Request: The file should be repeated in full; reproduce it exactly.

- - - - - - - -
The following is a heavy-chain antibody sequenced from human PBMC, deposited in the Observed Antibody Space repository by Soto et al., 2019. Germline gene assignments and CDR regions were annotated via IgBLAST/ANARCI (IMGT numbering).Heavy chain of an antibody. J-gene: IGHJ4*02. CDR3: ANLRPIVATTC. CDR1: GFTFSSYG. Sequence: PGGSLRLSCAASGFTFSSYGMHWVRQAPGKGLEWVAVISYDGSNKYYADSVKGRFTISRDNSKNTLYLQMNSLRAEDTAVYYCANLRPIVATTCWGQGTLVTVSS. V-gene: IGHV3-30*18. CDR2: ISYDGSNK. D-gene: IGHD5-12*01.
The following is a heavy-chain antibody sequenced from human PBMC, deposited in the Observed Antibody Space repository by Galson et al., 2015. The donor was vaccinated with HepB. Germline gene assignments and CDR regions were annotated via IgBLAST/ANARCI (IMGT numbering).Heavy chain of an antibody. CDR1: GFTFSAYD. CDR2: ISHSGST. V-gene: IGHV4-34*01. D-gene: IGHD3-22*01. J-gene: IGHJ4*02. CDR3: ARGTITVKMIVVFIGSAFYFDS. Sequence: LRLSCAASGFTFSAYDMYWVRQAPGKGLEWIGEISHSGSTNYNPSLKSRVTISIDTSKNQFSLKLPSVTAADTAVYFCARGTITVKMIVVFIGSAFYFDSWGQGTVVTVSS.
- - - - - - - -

The following is a heavy-chain antibody sequenced from human PBMC, deposited in the Observed Antibody Space repository by Soto et al., 2019. Germline gene assignments and CDR regions were annotated via IgBLAST/ANARCI (IMGT numbering).Heavy chain of an antibody. J-gene: IGHJ4*02. CDR3: ANLRPIVATTC. CDR1: GFTFSSYG. Sequence: PGGSLRLSCAASGFTFSSYGMHWVRQAPGKGLEWVAVISYDGSNKYYADSVKGRFTISRDNSKNTLYLQMNSLRAEDTAVYYCANLRPIVATTCWGQGTLVTVSS. V-gene: IGHV3-30*18. CDR2: ISYDGSNK. D-gene: IGHD5-12*01.
The following is a heavy-chain antibody sequenced from human PBMC, deposited in the Observed Antibody Space repository by Galson et al., 2015. The donor was vaccinated with HepB. Germline gene assignments and CDR regions were annotated via IgBLAST/ANARCI (IMGT numbering).Heavy chain of an antibody. CDR1: GFTFSAYD. CDR2: ISHSGST. V-gene: IGHV4-34*01. D-gene: IGHD3-22*01. J-gene: IGHJ4*02. CDR3: ARGTITVKMIVVFIGSAFYFDS. Sequence: LRLSCAASGFTFSAYDMYWVRQAPGKGLEWIGEISHSGSTNYNPSLKSRVTISIDTSKNQFSLKLPSVTAADTAVYFCARGTITVKMIVVFIGSAFYFDSWGQGTVVTVSS.